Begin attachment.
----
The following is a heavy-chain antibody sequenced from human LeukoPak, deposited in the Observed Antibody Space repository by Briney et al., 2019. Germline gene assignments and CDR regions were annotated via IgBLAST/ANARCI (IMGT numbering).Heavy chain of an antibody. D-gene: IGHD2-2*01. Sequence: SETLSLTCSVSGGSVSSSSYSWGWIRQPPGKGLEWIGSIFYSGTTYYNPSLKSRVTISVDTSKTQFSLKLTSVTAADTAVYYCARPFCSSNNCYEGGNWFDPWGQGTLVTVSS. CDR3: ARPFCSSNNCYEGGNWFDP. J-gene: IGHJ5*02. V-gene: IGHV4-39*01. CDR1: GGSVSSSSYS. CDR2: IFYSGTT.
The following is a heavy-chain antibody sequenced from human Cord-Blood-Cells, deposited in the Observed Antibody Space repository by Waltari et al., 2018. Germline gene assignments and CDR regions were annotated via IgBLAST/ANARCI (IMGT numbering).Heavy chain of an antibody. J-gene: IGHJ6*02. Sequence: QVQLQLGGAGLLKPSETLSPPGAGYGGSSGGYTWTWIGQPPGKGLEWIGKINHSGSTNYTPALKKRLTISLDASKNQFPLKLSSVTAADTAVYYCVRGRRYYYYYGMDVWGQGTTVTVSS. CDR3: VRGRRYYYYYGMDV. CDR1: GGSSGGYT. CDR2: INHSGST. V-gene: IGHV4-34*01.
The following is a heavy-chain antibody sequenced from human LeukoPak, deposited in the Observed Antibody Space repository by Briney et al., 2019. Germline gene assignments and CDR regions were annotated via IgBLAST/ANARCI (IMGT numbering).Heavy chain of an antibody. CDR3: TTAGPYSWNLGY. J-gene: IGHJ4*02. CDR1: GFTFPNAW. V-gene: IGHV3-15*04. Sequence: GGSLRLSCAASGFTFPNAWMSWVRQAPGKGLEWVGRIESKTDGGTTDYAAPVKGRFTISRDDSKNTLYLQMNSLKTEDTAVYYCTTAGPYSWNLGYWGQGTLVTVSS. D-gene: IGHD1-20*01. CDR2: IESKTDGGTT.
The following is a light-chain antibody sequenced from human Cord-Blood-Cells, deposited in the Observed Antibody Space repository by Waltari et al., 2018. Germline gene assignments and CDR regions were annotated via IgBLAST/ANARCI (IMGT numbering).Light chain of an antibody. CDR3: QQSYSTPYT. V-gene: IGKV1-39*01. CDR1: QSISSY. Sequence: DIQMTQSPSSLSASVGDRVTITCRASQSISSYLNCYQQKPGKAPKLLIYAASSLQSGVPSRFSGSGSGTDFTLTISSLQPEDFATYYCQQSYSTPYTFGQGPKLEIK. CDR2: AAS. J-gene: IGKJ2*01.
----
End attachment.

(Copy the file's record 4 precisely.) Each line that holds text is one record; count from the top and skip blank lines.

The following is a light-chain antibody sequenced from human Cord-Blood-Cells, deposited in the Observed Antibody Space repository by Waltari et al., 2018. Germline gene assignments and CDR regions were annotated via IgBLAST/ANARCI (IMGT numbering).Light chain of an antibody. CDR3: QQSYSTPYT. V-gene: IGKV1-39*01. CDR1: QSISSY. Sequence: DIQMTQSPSSLSASVGDRVTITCRASQSISSYLNCYQQKPGKAPKLLIYAASSLQSGVPSRFSGSGSGTDFTLTISSLQPEDFATYYCQQSYSTPYTFGQGPKLEIK. CDR2: AAS. J-gene: IGKJ2*01.